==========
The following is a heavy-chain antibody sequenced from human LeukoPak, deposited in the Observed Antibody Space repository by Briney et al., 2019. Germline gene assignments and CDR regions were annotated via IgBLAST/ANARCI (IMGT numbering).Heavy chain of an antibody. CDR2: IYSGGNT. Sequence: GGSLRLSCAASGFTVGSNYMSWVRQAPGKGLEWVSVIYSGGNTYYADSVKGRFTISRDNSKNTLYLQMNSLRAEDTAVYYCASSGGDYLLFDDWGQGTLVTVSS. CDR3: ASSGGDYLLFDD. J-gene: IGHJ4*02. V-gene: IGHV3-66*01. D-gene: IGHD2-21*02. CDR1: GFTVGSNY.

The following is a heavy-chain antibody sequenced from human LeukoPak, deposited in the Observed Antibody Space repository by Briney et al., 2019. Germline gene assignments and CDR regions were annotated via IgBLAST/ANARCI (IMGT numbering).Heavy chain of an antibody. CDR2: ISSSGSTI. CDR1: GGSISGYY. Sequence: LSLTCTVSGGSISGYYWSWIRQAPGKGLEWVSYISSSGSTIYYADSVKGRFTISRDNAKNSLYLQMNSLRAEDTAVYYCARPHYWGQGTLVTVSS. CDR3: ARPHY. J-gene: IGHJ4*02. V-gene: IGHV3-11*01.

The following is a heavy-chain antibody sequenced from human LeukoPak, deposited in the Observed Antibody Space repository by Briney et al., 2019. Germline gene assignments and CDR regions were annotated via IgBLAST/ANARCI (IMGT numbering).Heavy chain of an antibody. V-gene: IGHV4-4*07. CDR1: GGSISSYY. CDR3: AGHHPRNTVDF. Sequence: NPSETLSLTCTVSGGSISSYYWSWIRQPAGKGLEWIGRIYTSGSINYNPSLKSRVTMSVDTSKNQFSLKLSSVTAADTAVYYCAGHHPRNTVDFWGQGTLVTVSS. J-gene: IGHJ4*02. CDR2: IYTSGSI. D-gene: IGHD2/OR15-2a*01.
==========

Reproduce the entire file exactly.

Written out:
The following is a heavy-chain antibody sequenced from human LeukoPak, deposited in the Observed Antibody Space repository by Briney et al., 2019. Germline gene assignments and CDR regions were annotated via IgBLAST/ANARCI (IMGT numbering).Heavy chain of an antibody. CDR2: IYSGGNT. Sequence: GGSLRLSCAASGFTVGSNYMSWVRQAPGKGLEWVSVIYSGGNTYYADSVKGRFTISRDNSKNTLYLQMNSLRAEDTAVYYCASSGGDYLLFDDWGQGTLVTVSS. CDR3: ASSGGDYLLFDD. J-gene: IGHJ4*02. V-gene: IGHV3-66*01. D-gene: IGHD2-21*02. CDR1: GFTVGSNY.

The following is a heavy-chain antibody sequenced from human LeukoPak, deposited in the Observed Antibody Space repository by Briney et al., 2019. Germline gene assignments and CDR regions were annotated via IgBLAST/ANARCI (IMGT numbering).Heavy chain of an antibody. CDR2: ISSSGSTI. CDR1: GGSISGYY. Sequence: LSLTCTVSGGSISGYYWSWIRQAPGKGLEWVSYISSSGSTIYYADSVKGRFTISRDNAKNSLYLQMNSLRAEDTAVYYCARPHYWGQGTLVTVSS. CDR3: ARPHY. J-gene: IGHJ4*02. V-gene: IGHV3-11*01.

The following is a heavy-chain antibody sequenced from human LeukoPak, deposited in the Observed Antibody Space repository by Briney et al., 2019. Germline gene assignments and CDR regions were annotated via IgBLAST/ANARCI (IMGT numbering).Heavy chain of an antibody. V-gene: IGHV4-4*07. CDR1: GGSISSYY. CDR3: AGHHPRNTVDF. Sequence: NPSETLSLTCTVSGGSISSYYWSWIRQPAGKGLEWIGRIYTSGSINYNPSLKSRVTMSVDTSKNQFSLKLSSVTAADTAVYYCAGHHPRNTVDFWGQGTLVTVSS. J-gene: IGHJ4*02. CDR2: IYTSGSI. D-gene: IGHD2/OR15-2a*01.